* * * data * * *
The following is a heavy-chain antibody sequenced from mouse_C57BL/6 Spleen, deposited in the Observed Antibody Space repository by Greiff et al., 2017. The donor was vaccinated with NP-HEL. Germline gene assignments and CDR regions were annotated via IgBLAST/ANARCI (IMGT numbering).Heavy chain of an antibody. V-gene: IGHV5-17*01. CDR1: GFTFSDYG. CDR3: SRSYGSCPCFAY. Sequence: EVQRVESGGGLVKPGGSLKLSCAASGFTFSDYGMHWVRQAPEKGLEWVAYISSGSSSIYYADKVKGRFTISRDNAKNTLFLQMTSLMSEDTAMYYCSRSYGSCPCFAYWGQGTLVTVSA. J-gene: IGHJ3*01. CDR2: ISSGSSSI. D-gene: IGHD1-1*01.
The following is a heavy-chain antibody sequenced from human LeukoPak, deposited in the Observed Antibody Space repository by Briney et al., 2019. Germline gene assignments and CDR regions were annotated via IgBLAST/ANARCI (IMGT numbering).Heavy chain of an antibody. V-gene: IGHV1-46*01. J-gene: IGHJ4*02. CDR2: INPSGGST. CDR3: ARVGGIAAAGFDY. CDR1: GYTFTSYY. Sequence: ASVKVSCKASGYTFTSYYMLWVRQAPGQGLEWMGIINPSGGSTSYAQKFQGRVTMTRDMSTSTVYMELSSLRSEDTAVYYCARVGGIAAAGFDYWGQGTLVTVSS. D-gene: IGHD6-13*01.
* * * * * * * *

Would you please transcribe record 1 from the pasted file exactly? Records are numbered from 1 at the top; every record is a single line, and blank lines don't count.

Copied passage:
The following is a heavy-chain antibody sequenced from mouse_C57BL/6 Spleen, deposited in the Observed Antibody Space repository by Greiff et al., 2017. The donor was vaccinated with NP-HEL. Germline gene assignments and CDR regions were annotated via IgBLAST/ANARCI (IMGT numbering).Heavy chain of an antibody. V-gene: IGHV5-17*01. CDR1: GFTFSDYG. CDR3: SRSYGSCPCFAY. Sequence: EVQRVESGGGLVKPGGSLKLSCAASGFTFSDYGMHWVRQAPEKGLEWVAYISSGSSSIYYADKVKGRFTISRDNAKNTLFLQMTSLMSEDTAMYYCSRSYGSCPCFAYWGQGTLVTVSA. J-gene: IGHJ3*01. CDR2: ISSGSSSI. D-gene: IGHD1-1*01.